Tag Archives: hiring
Stephen Dupuis, Toronto Sun
Last week, I let readers in on the highlights of the inaugural address of the newly elected president of the Canadian Home Builders’ Association, Victor Fiume, of Durham Custom Homes.
BILD wishes Fiume well as he takes over the reins from Gary Friend, a Vancouver builder who led his industry at the national level with great distinction throughout one of the most challenging years ever faced by a CHBA president given the global economic crisis that dominated Friend’s tenure.
Fiume’s speech was given in Victoria, B.C., where spring was about a month ahead of schedule with the trees blossoming, the flowers pushing up and the grass green and growing.
As if picking up on the optimism that always comes with spring, the economic presentations we heard were quite encouraging. As Dr. Peter Andersen, consulting economist to the CHBA told builders, “fears of a double-dip recession have been put on the back-burner and it looks like we’re in for a sustainable recovery.”
Andersen declared that the recession ended in August, 2009, described 2010 as a “transition year” and said the true recovery would kick-in next year with 4-5% growth.
Unfortunately that economic growth rate will bring with it rising rates but that’s next year — for the balance of this year, Andersen sees rates as being on hold. Holding at the lowest levels in 50 years is a very good thing.
Further to the rosy forecast, Andersen noted that part-time employment is up adding that employers typically bring on part-timers as a prelude to hiring full-time.
Commenting on house prices, Andersen stated that he sees no sign of runaway prices and wondered out loud why all the fuss. “I don’t buy the bubble theory,” he stated. “Prices are just getting back to where they were before the economic crisis,” he added. Andersen also offered a very interesting perspective on the renovation market.
Where the conventional wisdom says that market may go down due to all the activity brought forward by the Home Renovation Tax Credit, he thinks that activity just primed the pump and now that homeowners have caught the renovation bug, they will just move onto the next project. Sounds plausible to me.
The good news is that Ontario builders were part of a British Columbia/Ontario sweep of the recent Canadian Home Builders’ Association Sales & Marketing (SAM) awards.
The bad news is that of the eight awards taken by Ontario builders, only two winners hailed from the GTA, but they are both deserving of a shout-out, so hats off to Empire Communities who got the award for Best Brochure/Kit for Fly Condos, besting builders from Victoria, Calgary, Ottawa and Hamilton.
A big tip of the hat to Bachly Construction of Bolton, Ont. who captured the award for Best Single Detached Home (over 4,000 sq. ft.) against heavy competition from Vancouver, Kamloops and Delta, B.C., as well as a place called Quispamiss, N.B.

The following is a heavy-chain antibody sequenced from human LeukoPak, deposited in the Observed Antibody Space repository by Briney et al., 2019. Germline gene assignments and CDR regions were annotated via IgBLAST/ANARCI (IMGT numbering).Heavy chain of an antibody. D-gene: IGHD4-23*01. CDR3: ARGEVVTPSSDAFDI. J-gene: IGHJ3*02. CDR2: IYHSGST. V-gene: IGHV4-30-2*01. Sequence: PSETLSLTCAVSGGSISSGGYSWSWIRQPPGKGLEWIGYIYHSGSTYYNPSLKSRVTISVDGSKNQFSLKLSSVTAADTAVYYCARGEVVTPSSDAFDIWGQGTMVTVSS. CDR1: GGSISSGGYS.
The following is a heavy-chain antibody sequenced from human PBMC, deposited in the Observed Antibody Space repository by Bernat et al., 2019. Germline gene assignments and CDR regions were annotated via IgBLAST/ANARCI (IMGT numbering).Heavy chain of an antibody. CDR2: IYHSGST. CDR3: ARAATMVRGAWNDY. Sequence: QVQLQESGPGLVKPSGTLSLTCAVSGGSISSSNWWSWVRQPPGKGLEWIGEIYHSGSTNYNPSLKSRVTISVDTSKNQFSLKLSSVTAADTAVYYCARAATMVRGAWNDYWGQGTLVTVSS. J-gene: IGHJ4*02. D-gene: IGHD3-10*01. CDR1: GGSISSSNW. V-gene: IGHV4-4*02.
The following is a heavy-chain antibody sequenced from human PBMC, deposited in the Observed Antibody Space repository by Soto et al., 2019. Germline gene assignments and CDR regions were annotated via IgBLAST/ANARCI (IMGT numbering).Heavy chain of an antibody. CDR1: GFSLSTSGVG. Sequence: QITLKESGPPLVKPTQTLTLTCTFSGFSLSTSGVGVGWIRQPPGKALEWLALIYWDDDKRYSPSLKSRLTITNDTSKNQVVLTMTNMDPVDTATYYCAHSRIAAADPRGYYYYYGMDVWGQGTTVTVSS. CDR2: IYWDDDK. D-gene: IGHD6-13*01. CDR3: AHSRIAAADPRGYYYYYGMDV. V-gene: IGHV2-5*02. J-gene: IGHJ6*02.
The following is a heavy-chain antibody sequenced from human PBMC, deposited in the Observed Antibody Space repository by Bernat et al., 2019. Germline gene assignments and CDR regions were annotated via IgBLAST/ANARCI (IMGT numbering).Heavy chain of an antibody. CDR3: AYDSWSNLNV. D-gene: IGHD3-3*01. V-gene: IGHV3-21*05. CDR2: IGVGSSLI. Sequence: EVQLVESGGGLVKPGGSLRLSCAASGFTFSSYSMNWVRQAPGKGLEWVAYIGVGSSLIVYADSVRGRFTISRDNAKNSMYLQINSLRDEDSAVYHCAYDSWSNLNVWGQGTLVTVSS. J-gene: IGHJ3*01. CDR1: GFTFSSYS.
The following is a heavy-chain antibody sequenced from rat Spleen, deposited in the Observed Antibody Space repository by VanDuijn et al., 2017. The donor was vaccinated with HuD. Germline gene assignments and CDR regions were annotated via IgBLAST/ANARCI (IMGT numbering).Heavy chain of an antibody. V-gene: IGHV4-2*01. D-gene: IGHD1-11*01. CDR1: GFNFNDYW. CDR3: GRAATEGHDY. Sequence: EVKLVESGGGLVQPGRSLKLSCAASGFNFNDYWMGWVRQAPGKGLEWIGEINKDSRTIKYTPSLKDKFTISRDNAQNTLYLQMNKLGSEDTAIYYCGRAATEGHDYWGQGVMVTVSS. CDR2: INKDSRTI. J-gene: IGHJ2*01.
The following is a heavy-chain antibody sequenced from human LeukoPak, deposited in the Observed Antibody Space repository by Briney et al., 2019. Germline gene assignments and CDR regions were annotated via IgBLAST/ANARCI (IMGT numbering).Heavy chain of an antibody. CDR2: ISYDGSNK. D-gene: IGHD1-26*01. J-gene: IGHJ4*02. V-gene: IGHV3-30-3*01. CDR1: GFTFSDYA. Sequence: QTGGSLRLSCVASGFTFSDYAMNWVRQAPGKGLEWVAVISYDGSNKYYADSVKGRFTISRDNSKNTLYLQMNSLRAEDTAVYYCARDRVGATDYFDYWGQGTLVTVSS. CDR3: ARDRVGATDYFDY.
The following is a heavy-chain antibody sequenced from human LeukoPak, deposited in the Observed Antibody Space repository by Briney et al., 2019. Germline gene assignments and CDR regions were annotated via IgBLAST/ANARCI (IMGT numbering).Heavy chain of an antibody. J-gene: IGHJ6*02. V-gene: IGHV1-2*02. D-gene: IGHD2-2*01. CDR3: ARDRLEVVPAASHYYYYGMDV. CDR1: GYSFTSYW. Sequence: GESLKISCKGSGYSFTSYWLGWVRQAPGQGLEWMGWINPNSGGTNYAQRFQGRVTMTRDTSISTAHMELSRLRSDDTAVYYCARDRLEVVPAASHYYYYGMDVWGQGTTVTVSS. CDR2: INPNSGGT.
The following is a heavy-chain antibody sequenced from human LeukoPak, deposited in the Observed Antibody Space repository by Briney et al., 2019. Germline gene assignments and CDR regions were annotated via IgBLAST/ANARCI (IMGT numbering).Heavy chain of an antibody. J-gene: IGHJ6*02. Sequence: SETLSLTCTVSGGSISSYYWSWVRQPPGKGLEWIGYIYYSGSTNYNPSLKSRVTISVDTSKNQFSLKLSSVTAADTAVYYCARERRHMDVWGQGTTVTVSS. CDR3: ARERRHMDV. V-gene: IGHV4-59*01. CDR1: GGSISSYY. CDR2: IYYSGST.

The Bachly house is well worth checking out at www.bachly.com (click on featured home). Last but not least, BILD congratulates former local president Joe Valela of Valemont Homes on his election to the CHBA Executive Board, and Mike Cochren of Oakville-based Cochren Homes (and a RenoMark contractor) on his appointment to that board.
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Robyn Doolittle – Yourhome.ca
For months, city hall had been singing the same tune: We are broke. Homeowners would be asked to carry a considerable chunk of the burden. A 4 per cent property tax hike was necessary to balance the books.
What this would mean to the average homeowner: a $93 increase.
But despite the tax hike, Toronto residents could expect fewer services. City officials called for 5 per cent budget cuts across the board. Though most departments failed to hit the target, considerable cuts were made to virtually every area.
But at a news conference Wednesday morning, Mayor David Miller made the surprise announcement that the city’s financial picture was not as bleak as projected.
An extra $100 million in surplus had been found, mostly through property tax figures that arrived late and city investments that performed more strongly than expected.
Now some have quietly questioned just exactly how much in the dark some city personnel really were.
Was the sob story just a tool to get difficult budget cuts made?
The library board decided some branches might need to close Sundays. The Toronto Transit Commission found about $10 million through job reorganization and energy savings. The police board struggled to cut $10 million by deferring some spending and delayed hiring.
Alok Mukherjee, chair of the police board, said it wasn’t for him to speculate about the timing.
“I think the budget process is very much an evolving process and numbers are crunched on a routine basis, and it isn’t until all the numbers are in and there’s an ability to make some final estimates that one has a clear picture,” he said.
At the end of the day, Mukherjee says, he promised to help get control of a rapidly ballooning police budget, which will probably hit $1 billion by 2011.
Michael Church, chair of the library board, had a similar view.
“We had a meeting last week with the budget committee and we came in with a very tight budget. And we were asked to come in even tighter, which likely entailed Sunday closures,” he said. “And I’m just hoping that’s off the table now.”